But more than all that, Rose is the debut of a new audience, a female audience, who switched on out of curiosity, and stayed because the dodgy sexual politics of the past had been jettisoned, leaving a great show with a new sensibility where companions are special, where they’re capable, and where they’re right at the heart of the story.

Rose spoke to a whole new generation of female viewers and turned them into Whovians, and she set a trend that goes on years down the line – through Doctor Jones, through the Supertemp, and the omnisexual con man who lives forever, through the Girl Who Waited and the Last Centurion, and on to the Doctor’s wife, the Impossible Girl, to Yasmin Khan (the Girl Who Wanted?) and beyond. All the grandiose titles express an idea whose time had well and truly come. The Doctor was special, yes – but so were we, embodied in his travelling companions. Rose – the episode and the character - stamped the pattern of their DNA on 21st century Who, and we continue to reap the benefits to this day.

The choice of the Nestenes and Autons as the first 21st century villain allows for a perfect blend of heritage and newness – the Nestenes ushered in the era of Doctor Who in colour with Jon Pertwee, and they ushered in the era of Doctor Who with contemporary relevance under Christopher Eccleston. If you watch their performance, it’s unnerving how much more realistic the Autons look in Rose than they did in either of their Pertwee-era outings. The Nestene has, somewhat thankfully, ditched its octopoidal look, and is now an impressive vat of roiling CGI goo. We will be bringing back some Classic era villains, it said, but they may well look different (and probably better) than how you remember them. You’re going to want to keep watching.

And there’s also some deeply dodgy camp humour in Rose – the burping wheelie bin, the plastic Mickey with cartoonish sledgehammer-hands. At the time it was broadcast, some of these elements made old fans groan, being slightly reminiscent of Graham Williams/Douglas Adams era humour.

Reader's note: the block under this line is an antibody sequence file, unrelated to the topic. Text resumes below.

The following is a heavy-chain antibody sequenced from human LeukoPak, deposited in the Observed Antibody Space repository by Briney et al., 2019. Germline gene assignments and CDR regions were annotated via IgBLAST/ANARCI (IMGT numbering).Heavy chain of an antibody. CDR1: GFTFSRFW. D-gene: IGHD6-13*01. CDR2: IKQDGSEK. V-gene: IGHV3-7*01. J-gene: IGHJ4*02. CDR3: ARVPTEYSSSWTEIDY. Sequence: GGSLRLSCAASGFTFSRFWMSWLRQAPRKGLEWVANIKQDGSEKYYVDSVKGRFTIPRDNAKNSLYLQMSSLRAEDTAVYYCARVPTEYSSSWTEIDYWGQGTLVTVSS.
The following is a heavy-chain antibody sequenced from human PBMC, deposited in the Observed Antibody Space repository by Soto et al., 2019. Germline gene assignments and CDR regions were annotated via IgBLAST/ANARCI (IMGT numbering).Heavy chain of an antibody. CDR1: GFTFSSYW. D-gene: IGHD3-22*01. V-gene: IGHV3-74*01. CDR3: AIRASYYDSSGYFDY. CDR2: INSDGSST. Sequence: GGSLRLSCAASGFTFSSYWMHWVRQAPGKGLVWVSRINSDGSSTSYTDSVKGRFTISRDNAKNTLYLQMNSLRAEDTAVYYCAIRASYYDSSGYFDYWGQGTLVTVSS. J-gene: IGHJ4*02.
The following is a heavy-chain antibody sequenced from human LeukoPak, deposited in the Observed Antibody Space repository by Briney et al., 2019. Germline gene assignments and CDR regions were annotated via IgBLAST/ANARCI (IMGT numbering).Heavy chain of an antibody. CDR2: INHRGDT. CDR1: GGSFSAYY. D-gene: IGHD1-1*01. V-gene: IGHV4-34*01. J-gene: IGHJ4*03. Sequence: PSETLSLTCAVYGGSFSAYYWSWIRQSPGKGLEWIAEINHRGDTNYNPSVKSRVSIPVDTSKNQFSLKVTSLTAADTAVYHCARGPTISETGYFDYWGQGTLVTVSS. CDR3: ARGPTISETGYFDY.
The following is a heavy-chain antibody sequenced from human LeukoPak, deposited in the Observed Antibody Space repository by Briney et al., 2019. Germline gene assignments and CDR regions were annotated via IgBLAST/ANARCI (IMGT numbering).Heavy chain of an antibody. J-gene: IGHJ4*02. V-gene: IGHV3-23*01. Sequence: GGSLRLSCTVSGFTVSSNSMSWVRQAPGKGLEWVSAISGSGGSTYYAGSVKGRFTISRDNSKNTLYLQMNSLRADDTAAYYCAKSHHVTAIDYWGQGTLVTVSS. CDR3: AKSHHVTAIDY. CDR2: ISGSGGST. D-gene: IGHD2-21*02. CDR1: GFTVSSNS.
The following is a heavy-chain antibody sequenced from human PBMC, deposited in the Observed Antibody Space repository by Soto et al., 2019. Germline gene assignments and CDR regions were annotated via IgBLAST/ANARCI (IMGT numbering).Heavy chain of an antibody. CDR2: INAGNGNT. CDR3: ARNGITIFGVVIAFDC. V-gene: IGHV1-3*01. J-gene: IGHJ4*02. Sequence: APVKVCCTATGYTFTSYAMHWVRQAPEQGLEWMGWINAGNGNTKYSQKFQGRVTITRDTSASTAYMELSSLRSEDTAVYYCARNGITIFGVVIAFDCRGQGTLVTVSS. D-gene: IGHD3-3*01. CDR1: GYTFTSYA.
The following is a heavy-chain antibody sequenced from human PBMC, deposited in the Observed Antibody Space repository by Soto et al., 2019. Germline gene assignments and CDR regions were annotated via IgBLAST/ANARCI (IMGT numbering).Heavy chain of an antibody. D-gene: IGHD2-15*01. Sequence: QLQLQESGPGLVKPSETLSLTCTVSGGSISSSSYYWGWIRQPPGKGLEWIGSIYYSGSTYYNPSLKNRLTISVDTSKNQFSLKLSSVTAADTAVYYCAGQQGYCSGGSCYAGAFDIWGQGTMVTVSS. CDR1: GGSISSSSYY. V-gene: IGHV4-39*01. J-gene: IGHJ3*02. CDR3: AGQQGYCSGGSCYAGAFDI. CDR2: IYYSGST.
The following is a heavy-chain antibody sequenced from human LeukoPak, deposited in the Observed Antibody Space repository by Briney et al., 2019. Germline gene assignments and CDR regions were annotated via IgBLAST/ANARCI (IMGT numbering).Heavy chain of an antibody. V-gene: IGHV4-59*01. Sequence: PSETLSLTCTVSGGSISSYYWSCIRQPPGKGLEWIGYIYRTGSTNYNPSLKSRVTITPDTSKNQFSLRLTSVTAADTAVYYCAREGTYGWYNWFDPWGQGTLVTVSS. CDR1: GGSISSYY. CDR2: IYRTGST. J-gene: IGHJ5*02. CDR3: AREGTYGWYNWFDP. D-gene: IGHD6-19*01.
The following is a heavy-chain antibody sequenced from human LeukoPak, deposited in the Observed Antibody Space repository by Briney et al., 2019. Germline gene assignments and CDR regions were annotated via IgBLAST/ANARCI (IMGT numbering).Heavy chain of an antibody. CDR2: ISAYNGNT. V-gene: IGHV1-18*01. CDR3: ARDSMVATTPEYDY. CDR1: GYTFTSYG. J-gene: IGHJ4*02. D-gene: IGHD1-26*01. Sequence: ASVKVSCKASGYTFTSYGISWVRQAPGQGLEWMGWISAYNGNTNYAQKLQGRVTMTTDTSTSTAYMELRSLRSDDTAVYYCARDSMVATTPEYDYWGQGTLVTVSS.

But they were there on purpose – silly humour would be part of new Doctor Who just as much as more involved family backgrounds and the Doctor as someone who has seen impossible, horrifying things that affected them personally, because in the 21st century, Russell T Davies knew you had to balance the operatic with the commonplace, and the darkness with silly gags (we only had to wait a handful of weeks before the sentence “D’you mind not farting while I’m saving the world?” would be etched into Doctor Who legend forever).

Competent companions, dramatic Doctoring, contemporary mindsets, Classic villains, new technology and budgets, full darkness and silly gags – when it hit screens, Rose, and new Doctor Who, had everything it needed to succeed in the 21st century.

The 2023 specials are a kind of bubble universe of their own, because they’re aimed more or less squarely down the tube at fans who have history with the show – the return of Tennant, Tate and the gang, the likely return of a one-shot Classic villain and a storyline taken from a classic comic-strip.

But what will the RTD2 era really bring when Ncuti Gatwa and Millie Gibson start their journey?

We’ve had some hints. Possibly a multiverse of side-shows, the like of which we’ve fantasized about for generations. Possibly even things like an Unbound series, allowing for non-chronological or non-canonical Doctors to strut their stuff. We’ll have to wait and see. But one thing we know as a guaranteed certainty. If there’s one person in television today who can judge what the show needs to take it forward beyond its sixtieth anniversary, it’s Russell T Davies.

We know that because he’s already created the zeitgeist once before. And he did it with Rose.

Tony Fyler lives in a concrete cave, somewhere on the edge of the sea, with his wife, who exists, and the Fictional People In His Head, who don't as yet. A journalist and editor by day, he has written Some Books, and is more or less always writing another. One day, he may even get around to showing them to people. In the meantime, he's Script Editor and occasional Executive Producer at Third Time Lucky Productions, and a proud watcher of things no-one remembers they remember until they remember.